Archive for ‘Today in History’

August 28, 2013

Today in History

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During the August 28th,1963 March on Washington, the government expected the worst and arranged to have nearly 20,000 troops on standby should the day’s march get unruly. Local liquor stores were ordered  to stay closed that day, an event that hadn’t occurred since Prohibition.  Officials even rigged the audio system so that they could quickly cut Martin Luther King Jr.’s microphone and switch to music if he  were to say anything that might incite violence. None of these measures were  necessary, however, as the day was entirely peaceful.

Source: www.care2.com

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July 17, 2013

Gosh, That Sure is Swell!

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Since Disneyland opened on July 17th, 1955 more than 78 million mouse ears have been sold. That’s enough for every child in America under the age of 18 to have a pair.

Source: www.micechat.com

July 16, 2013

Today in History

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July 16th, 1938: The world’s first parking meter, known as Park-O-Meter No. 1, is installed in Oklahoma City, Oklahoma.  The parking meter was invented by a man named Carl C. Magee, a newspaper man who noticed that Oklahoma City shared a common problem with many of America’s urban areas–a lack of sufficient parking space for the rapidly increasingly number of automobiles crowding into the downtown business district each day.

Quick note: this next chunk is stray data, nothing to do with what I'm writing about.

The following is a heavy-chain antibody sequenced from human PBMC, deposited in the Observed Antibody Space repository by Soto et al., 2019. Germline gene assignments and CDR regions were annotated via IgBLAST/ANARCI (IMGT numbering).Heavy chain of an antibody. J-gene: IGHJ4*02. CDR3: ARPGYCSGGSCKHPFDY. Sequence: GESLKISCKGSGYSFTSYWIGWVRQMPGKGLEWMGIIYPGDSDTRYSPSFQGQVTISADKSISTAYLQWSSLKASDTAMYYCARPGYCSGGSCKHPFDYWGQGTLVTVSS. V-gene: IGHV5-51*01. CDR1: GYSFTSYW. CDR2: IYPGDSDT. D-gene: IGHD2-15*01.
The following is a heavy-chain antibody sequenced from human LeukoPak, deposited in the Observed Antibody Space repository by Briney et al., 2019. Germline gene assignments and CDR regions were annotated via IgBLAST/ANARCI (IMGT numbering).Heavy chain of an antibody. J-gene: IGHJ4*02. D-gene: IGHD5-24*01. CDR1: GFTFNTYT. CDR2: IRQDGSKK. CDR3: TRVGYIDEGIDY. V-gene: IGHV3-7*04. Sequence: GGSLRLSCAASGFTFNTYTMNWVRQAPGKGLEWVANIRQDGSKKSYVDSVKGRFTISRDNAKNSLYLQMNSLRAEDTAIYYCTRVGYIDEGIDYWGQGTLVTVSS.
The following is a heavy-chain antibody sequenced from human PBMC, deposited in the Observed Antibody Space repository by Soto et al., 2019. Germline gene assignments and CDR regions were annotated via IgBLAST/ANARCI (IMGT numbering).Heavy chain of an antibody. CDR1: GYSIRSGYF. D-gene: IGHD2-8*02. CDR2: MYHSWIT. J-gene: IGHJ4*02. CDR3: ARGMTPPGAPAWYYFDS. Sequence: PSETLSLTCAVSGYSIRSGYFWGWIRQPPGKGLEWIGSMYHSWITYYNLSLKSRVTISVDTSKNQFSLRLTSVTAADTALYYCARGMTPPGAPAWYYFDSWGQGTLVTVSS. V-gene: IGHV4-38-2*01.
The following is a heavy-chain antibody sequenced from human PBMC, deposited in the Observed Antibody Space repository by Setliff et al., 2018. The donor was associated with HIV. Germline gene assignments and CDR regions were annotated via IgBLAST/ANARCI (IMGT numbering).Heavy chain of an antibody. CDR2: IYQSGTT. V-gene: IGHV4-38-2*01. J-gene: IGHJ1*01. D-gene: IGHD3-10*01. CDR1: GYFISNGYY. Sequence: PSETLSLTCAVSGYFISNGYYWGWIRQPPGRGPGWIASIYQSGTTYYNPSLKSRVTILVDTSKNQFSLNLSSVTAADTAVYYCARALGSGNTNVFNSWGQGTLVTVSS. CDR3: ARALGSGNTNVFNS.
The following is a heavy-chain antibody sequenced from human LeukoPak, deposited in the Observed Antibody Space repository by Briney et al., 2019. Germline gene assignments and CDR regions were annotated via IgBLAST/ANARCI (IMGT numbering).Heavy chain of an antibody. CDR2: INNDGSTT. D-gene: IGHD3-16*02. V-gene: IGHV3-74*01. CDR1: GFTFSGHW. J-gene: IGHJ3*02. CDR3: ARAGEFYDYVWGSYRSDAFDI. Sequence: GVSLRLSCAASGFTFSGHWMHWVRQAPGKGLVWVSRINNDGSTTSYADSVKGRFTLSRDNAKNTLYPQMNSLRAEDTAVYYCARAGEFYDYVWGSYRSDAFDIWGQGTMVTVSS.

Despite opposition, the first meters were installed in July of 1935; they cost a nickel an hour, and were placed at 20-foot intervals along the curb that corresponded to spaces painted on the pavement. Magee’s invention caught on quickly: Retailers loved the meters, as they encouraged a quick turnover of cars–and potential customers–and drivers were forced to accept them as a practical necessity for regulating parking. By the early 1940s, there were more than 140,000 parking meters operating in the United States.

Source: www.history.com

May 15, 2013

Today in History

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May 15th, 1928, Mickey Mouse premiered in his first cartoon, Plane Crazy.

Source: www.amctv.com

April 23, 2013

Today in History

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April 23, 1985, stands as one of the most significant dates in business history — the date the 99-year-old Coca-Cola company announced it was scrapping its original soda  formula for a newer, sweeter version. In blind taste tests, consumers generally  preferred “new Coke” over the original drink and competitor Pepsi, but the  company severely underestimated the nation’s sentimental attachment to the  iconic American brand. After being flooded with phone calls, 40,000  letters and reams of bad press, the company backtracked three months later,  announcing the return of Coca-Cola “classic”.  Sales for  the original Coca-Cola surged, restoring it as the dominant leader in the  nation’s competitive soda market. The reviled replacement drink stuck around and  was later rebranded “Coke II” before eventually fading away.

Source: www.time.com